You can become master only of your own self.
If you try to be the master of someone else you will be just a slave. You may call this slavery mastery, you may label it mastery. You can deceive yourself, but deceptions are deceptions. Nothing is changed by just changing the label.
Look at your possessions, at whether you possess them. If your house is destroyed you will weep, you will scream, you will go mad; but if you die, your house is not going to weep, it is not going to go mad. So who was the real owner? The house owned you. It doesn’t care a bit about you, whether you live in it or not. Really it will feel very good if you leave; it will be more at ease. It is not dependent on you. You are just disturbing its peace. If you are dead the house will feel good. So who is the possessor?
This sutra is meaningful in this sense that only the self can be possessed and nothing else. And if you cannot possess yourself, what do you think you can possess? So be a master – the master of your own self – and don’t make any effort to possess anything.
I don’t mean to leave everything. That’s not the point. Use everything, but don’t think in terms of possessions. Use the house, but don’t be the owner. Use wealth, don’t be the owner of it. Use the whole world, but don’t think that you possess it. You are just a traveler passing through it. Tired, you rest under a tree. You don’t possess the tree, and if you don’t possess it, you will feel deep gratitude toward the tree. When you leave in the evening, you will thank it. You will feel gratitude because when you were tired and the road was hot, the tree gave you shade, the tree was cool. But don’t possess it, otherwise you will not feel gratitude.
When you possess, you don’t feel gratitude. Don’t possess your wife, don’t possess your husband. When you are tired, your wife gives you her love; feel grateful.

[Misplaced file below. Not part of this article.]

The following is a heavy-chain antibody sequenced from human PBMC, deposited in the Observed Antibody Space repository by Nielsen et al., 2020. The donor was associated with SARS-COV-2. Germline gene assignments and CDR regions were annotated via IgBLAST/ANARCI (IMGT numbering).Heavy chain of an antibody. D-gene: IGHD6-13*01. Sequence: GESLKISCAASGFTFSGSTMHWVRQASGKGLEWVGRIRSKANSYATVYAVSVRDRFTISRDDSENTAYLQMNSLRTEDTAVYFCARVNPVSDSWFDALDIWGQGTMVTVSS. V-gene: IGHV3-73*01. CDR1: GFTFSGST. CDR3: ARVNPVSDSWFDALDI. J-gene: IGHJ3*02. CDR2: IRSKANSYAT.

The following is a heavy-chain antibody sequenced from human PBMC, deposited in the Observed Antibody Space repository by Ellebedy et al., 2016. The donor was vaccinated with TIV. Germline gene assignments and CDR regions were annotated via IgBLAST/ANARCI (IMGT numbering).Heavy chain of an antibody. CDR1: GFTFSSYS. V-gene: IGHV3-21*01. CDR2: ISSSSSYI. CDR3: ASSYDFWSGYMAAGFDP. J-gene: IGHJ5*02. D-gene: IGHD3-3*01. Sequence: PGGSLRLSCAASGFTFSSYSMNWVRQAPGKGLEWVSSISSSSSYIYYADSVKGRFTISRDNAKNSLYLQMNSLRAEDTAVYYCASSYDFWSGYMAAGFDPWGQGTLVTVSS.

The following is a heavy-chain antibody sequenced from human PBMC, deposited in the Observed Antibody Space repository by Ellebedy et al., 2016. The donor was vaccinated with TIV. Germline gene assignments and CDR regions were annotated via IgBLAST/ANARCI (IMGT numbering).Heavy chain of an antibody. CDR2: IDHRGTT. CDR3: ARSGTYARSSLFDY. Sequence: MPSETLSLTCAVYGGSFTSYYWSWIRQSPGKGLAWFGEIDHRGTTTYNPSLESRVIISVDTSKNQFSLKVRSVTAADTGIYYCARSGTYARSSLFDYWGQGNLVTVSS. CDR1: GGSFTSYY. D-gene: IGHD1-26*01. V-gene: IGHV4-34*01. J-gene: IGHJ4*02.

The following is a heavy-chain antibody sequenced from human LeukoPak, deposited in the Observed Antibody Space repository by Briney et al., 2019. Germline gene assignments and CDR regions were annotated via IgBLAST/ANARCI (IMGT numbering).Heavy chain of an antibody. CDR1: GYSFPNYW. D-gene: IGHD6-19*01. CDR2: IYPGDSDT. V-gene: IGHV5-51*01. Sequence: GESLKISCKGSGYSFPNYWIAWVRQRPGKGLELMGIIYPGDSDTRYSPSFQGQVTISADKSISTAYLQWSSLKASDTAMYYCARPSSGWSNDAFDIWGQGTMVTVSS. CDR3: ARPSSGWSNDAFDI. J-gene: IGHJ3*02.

And if you don’t possess your wife, you will not be possessed by her. Relationship happens only when there is no possession. If there is possession, there is always conflict. Husbands and wives go on fighting – you cannot find more deeply related enemies. They are intimate enemies, they coexist just to fight with each other. The whole relationship is poisoned, just because the husband is trying to possess the wife and the wife is trying to possess the husband – and no one can possess anyone, possession is impossible!
You can only possess yourself. That’s all that is possible, everything else is impossible. But when one tries to do the impossible and to possess, everything goes wrong; the relationship is poisoned. Life becomes a misery.
All relationships are just like the tree. You are tired, and someone gives you love. You are miserable, and someone takes you close. Feel grateful, feel deeply grateful, but don’t try to possess. Possess yourself. Your life will become bliss if you possess yourself and don’t try to possess anyone else. Your life will become a hell if you don’t possess yourself and then try to possess the whole world.